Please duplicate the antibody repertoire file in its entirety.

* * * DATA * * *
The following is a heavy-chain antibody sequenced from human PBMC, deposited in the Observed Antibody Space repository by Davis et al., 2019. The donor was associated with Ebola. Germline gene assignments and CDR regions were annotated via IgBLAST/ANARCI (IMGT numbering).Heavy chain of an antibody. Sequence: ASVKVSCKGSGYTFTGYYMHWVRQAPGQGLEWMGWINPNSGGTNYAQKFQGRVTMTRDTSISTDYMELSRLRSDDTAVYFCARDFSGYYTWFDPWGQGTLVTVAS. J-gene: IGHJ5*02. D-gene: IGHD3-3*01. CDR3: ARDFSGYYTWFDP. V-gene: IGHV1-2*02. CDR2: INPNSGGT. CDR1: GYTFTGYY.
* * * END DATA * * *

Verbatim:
The following is a heavy-chain antibody sequenced from human PBMC, deposited in the Observed Antibody Space repository by Davis et al., 2019. The donor was associated with Ebola. Germline gene assignments and CDR regions were annotated via IgBLAST/ANARCI (IMGT numbering).Heavy chain of an antibody. Sequence: ASVKVSCKGSGYTFTGYYMHWVRQAPGQGLEWMGWINPNSGGTNYAQKFQGRVTMTRDTSISTDYMELSRLRSDDTAVYFCARDFSGYYTWFDPWGQGTLVTVAS. J-gene: IGHJ5*02. D-gene: IGHD3-3*01. CDR3: ARDFSGYYTWFDP. V-gene: IGHV1-2*02. CDR2: INPNSGGT. CDR1: GYTFTGYY.